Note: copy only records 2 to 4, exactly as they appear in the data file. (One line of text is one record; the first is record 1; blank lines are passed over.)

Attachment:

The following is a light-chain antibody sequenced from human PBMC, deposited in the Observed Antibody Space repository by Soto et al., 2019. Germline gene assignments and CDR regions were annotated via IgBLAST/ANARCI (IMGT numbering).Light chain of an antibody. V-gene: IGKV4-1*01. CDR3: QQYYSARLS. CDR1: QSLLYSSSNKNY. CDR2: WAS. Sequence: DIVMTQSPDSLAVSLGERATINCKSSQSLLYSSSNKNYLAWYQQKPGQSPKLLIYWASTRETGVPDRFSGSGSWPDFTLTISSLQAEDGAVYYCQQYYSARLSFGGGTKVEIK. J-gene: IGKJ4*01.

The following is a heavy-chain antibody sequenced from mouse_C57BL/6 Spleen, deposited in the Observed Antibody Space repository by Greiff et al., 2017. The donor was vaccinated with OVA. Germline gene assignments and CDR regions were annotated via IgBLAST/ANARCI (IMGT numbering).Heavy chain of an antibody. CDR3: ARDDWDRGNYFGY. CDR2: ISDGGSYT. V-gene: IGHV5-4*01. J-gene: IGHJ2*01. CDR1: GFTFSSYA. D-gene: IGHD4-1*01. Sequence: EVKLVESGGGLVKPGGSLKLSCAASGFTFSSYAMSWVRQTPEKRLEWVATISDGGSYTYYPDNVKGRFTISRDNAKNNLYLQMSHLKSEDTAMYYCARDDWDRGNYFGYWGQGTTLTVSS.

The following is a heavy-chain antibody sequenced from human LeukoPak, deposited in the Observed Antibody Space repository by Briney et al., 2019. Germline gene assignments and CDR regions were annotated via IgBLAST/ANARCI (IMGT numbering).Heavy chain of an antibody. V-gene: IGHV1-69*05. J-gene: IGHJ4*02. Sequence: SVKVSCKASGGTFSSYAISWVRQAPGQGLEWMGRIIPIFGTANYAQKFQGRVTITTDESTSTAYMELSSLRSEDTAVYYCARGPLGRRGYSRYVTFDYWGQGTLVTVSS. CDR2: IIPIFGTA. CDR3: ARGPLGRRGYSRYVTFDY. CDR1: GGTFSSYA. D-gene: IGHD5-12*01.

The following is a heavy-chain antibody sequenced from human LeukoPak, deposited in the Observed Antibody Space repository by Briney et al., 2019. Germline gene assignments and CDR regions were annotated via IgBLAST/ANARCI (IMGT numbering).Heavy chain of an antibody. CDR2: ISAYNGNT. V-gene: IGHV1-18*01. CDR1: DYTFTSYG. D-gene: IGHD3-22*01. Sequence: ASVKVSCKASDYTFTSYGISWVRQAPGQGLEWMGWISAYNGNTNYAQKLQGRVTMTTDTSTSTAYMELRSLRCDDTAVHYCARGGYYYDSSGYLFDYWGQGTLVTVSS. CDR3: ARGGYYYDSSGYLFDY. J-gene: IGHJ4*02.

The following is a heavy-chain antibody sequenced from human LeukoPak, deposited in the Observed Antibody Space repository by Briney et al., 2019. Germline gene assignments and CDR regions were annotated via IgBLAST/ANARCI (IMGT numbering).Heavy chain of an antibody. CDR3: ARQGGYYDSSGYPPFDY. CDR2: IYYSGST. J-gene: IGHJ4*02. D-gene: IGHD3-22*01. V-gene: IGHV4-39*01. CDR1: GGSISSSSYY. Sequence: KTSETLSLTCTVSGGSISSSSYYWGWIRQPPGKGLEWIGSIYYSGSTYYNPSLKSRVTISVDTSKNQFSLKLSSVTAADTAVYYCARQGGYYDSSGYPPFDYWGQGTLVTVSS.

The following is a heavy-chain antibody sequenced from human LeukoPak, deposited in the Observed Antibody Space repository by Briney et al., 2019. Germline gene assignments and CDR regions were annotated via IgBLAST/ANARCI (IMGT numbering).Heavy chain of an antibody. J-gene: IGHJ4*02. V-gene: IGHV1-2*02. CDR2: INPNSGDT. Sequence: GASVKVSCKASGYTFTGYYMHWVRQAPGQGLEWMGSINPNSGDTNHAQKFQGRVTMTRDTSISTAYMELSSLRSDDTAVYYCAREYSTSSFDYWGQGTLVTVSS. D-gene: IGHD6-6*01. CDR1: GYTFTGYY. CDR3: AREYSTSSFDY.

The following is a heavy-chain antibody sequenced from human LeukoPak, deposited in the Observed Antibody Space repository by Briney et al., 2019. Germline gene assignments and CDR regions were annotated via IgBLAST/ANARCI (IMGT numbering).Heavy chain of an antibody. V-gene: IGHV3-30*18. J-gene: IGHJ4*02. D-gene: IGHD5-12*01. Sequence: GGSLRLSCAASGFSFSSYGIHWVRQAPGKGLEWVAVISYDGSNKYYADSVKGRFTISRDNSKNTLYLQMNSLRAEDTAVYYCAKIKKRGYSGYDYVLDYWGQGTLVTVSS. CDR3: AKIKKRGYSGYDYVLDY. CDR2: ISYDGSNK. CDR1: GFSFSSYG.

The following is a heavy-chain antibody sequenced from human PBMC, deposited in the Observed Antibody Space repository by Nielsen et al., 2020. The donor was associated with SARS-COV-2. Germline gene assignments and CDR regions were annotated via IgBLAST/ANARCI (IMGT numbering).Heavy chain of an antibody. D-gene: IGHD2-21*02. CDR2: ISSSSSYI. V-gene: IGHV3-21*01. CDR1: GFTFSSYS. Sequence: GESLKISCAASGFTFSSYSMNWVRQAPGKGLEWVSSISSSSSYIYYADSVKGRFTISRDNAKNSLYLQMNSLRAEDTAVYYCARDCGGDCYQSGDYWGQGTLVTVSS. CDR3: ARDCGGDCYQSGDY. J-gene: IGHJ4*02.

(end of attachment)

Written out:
The following is a heavy-chain antibody sequenced from mouse_C57BL/6 Spleen, deposited in the Observed Antibody Space repository by Greiff et al., 2017. The donor was vaccinated with OVA. Germline gene assignments and CDR regions were annotated via IgBLAST/ANARCI (IMGT numbering).Heavy chain of an antibody. CDR3: ARDDWDRGNYFGY. CDR2: ISDGGSYT. V-gene: IGHV5-4*01. J-gene: IGHJ2*01. CDR1: GFTFSSYA. D-gene: IGHD4-1*01. Sequence: EVKLVESGGGLVKPGGSLKLSCAASGFTFSSYAMSWVRQTPEKRLEWVATISDGGSYTYYPDNVKGRFTISRDNAKNNLYLQMSHLKSEDTAMYYCARDDWDRGNYFGYWGQGTTLTVSS.

The following is a heavy-chain antibody sequenced from human LeukoPak, deposited in the Observed Antibody Space repository by Briney et al., 2019. Germline gene assignments and CDR regions were annotated via IgBLAST/ANARCI (IMGT numbering).Heavy chain of an antibody. V-gene: IGHV1-69*05. J-gene: IGHJ4*02. Sequence: SVKVSCKASGGTFSSYAISWVRQAPGQGLEWMGRIIPIFGTANYAQKFQGRVTITTDESTSTAYMELSSLRSEDTAVYYCARGPLGRRGYSRYVTFDYWGQGTLVTVSS. CDR2: IIPIFGTA. CDR3: ARGPLGRRGYSRYVTFDY. CDR1: GGTFSSYA. D-gene: IGHD5-12*01.

The following is a heavy-chain antibody sequenced from human LeukoPak, deposited in the Observed Antibody Space repository by Briney et al., 2019. Germline gene assignments and CDR regions were annotated via IgBLAST/ANARCI (IMGT numbering).Heavy chain of an antibody. CDR2: ISAYNGNT. V-gene: IGHV1-18*01. CDR1: DYTFTSYG. D-gene: IGHD3-22*01. Sequence: ASVKVSCKASDYTFTSYGISWVRQAPGQGLEWMGWISAYNGNTNYAQKLQGRVTMTTDTSTSTAYMELRSLRCDDTAVHYCARGGYYYDSSGYLFDYWGQGTLVTVSS. CDR3: ARGGYYYDSSGYLFDY. J-gene: IGHJ4*02.